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IT is hoped that the latest version of an anti-fuel poverty scheme will help people keep their houses warm this winter.

At a meeting of Powys County Council’s Cabinet on Tuesday, October 11, councillors discussed ECO4 flex, which is the latest version of the scheme that delivers energy efficiency and heating measures to homes.

Deputy council leader, Cllr Matthew Dorrance said:

“Tackling poverty and the climate emergency are pressing priorities, the adoption of ECO4 flex in Powys is an important tool to enable us to work towards those ambitions.

“We’ve learnt from previous schemes and work with Warm Wales to improve the offer for people in Powys.

“The latest version will allow more people to access this vital support, compared to its predecessors it’s eligibility includes some non-means tested benefits and health conditions.”

Cllr Iain McIntosh told the cabinet that he had received a letter from a resident who was “concerned” they had not been able to apply for anything so far.

Cllr McIntosh said: “I’m delighted this is being proposed but my concern is that as this has only been announced now, is it going to be done in time for people to get anything this winter.”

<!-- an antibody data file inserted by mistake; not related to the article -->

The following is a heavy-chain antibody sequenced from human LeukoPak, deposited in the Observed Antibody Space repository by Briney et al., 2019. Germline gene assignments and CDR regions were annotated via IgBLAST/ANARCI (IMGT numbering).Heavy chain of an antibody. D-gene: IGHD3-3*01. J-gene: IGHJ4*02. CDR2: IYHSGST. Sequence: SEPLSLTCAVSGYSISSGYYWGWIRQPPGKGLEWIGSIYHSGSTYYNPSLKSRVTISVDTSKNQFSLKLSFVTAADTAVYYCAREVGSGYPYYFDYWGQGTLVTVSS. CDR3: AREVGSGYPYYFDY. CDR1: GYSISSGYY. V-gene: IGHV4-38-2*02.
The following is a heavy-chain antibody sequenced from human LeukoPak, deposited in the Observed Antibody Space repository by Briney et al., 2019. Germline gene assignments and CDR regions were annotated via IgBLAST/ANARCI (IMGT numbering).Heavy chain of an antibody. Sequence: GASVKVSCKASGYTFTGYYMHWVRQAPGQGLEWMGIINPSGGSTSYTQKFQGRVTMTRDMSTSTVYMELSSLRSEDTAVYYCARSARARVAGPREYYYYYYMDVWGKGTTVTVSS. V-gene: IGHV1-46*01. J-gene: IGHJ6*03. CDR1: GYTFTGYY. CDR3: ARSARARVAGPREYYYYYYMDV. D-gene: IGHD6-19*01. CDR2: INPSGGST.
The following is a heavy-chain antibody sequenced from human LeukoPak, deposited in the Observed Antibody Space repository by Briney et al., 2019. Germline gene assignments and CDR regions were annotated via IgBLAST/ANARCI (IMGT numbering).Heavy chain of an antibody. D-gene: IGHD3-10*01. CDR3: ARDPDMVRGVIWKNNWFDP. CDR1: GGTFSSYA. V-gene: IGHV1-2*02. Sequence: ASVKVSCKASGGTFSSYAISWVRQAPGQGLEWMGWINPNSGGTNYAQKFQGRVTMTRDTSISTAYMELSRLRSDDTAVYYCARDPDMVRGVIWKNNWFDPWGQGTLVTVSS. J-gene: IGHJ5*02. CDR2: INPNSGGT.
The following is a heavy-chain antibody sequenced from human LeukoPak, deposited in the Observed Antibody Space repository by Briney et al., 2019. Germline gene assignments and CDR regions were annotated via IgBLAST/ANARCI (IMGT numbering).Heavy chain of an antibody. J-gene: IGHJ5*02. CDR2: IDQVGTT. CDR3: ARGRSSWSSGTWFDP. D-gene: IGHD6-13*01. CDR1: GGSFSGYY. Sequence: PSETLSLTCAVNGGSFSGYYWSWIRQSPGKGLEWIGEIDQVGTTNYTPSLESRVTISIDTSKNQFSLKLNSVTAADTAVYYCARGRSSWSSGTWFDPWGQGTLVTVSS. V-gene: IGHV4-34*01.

Cllr Dorrance said: “It’s an absolute priority for us to accelerate the roll out, get more people in Powys eligible for the scheme and ensure those that can access are given the support to do so.”

Cllr Dorrance gave a “firm political commitment” to publish the statement of intent as soon as possible.

ECO4 was unanimously approved by the Cabinet.

ECO (Energy Company Obligation) is a UK government energy efficiency scheme administered by OFGEM and funded by energy companies, which is designed to reduce carbon emissions and tackle fuel poverty throughout the UK.

Not for profit community interest company Warm Wales run the scheme on behalf of the council.

ECO4 took over from the third version of the scheme which ended on March 31 and is intended to run until the end of March 2026.

According to Warm Wales part of the eligibility criteria is that a house has a poor energy EPC rating of E, F or G or is a “hard to treat” property which includes being off the mains gas.

Householders who are vulnerable or at higher risk due to a medical condition that can be made worse by a cold home would qualify.

The income threshold to qualify has also been raised and is now up to £42,000 for households with two adults and four or more children.

Warm Wales say they will require evidence to prove that applicants qualify for the scheme.

Approximately 9,500 of the 59,600 households in Powys are in
fuel poverty, identified by Powys Council’s Well-being Assessment 2017.

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